Once it's boiling, take the corn out and then you need to cool it down quickly.

This is the step that separates the men from the boys. You've got to cool the corn quickly. That's easy if you're doing 10 ears of corn. But how do you cool 500 ears of corn in a row? If you just put it in the water, the water gets warm and loses its cooling ability. You can put ice in the water, or you can keep changing the water, but both of those methods are for the city slickers.
My father-in-law Darell was an engineering master. He figured out the best solution to this that I've ever seen, and he did it with two dollars worth of old leftover plumbing parts. Simple as 1-2-3. (Once you know the secret!) The right side of the sink is for the hot ears just off the stove. The left side of the sink is where the cold ears of corn finish up.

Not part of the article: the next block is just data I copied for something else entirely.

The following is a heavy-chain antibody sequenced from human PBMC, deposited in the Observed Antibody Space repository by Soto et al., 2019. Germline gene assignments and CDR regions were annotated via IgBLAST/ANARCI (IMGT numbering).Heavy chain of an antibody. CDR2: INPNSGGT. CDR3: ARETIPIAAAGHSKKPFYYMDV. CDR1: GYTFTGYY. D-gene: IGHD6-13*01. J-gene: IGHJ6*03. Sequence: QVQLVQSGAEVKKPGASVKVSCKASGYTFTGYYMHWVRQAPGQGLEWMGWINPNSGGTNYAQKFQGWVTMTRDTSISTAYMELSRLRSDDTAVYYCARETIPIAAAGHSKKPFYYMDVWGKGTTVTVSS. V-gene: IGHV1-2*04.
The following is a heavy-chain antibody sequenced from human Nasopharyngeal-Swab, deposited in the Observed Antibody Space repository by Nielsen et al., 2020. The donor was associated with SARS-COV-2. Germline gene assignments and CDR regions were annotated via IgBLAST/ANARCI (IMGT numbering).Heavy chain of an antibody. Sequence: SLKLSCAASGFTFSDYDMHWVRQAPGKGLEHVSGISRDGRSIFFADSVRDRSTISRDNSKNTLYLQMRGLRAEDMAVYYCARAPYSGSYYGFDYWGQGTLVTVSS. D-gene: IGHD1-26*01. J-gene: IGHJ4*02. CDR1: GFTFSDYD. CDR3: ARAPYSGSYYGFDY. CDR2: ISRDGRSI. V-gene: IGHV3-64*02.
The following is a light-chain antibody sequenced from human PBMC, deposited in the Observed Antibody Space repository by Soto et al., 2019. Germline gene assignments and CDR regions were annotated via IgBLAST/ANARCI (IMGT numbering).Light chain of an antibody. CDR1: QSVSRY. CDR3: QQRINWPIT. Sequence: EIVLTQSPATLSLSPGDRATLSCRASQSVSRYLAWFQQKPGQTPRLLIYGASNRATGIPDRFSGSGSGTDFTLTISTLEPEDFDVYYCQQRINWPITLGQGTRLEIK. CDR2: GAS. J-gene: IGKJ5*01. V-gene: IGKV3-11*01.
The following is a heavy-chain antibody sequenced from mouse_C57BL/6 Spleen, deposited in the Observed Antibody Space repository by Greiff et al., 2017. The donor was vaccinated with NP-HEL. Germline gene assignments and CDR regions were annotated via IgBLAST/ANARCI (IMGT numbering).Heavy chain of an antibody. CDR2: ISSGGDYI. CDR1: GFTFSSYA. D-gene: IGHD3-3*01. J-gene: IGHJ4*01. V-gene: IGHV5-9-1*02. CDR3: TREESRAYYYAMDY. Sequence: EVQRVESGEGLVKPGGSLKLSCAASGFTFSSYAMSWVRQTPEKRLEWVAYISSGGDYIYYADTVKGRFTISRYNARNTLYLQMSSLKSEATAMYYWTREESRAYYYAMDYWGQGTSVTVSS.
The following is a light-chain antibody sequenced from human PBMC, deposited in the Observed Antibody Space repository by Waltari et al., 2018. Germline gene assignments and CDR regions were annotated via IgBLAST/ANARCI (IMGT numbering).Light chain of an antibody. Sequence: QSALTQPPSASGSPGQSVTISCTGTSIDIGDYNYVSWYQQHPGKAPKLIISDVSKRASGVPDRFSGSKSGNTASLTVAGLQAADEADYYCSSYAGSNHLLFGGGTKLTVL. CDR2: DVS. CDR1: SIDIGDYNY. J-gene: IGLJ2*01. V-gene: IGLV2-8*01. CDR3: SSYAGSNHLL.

Cold water trickles in from the faucet into the left hand side of the sink (#1). The magic happens in part 2, which is just a simple upside-down U-shaped pipe that acts as a siphon to move the cold water from the left side to the right side. You start by dunking these pipes under the water to get all the air bubbles out of them, putting your thumbs over the ends of the pipes to hold the water in, then put it over the divider in the sink. If you've done it right, the pipes are still full of water. Now when the water in the left side is higher than the right side, it will flow through the pipes and into the right hand side. The second little bit of magic is the overflow pipe in the right hand sink (#3). We've got an S-shaped piece of copper tubing which stands up in the sink just short of the top and it runs down into the drain. When the water gets higher than the top of the pipe, it spills down into the pipe and goes down the drain.
So now we've created a waterfall type of system where cold water enters a point 1, moves through the pipes in point 2, then exits at point 3. By the time it exits in point 3, it's actually pretty warm water because you keep dumping the boiling corn into that side.
Let's see it in action.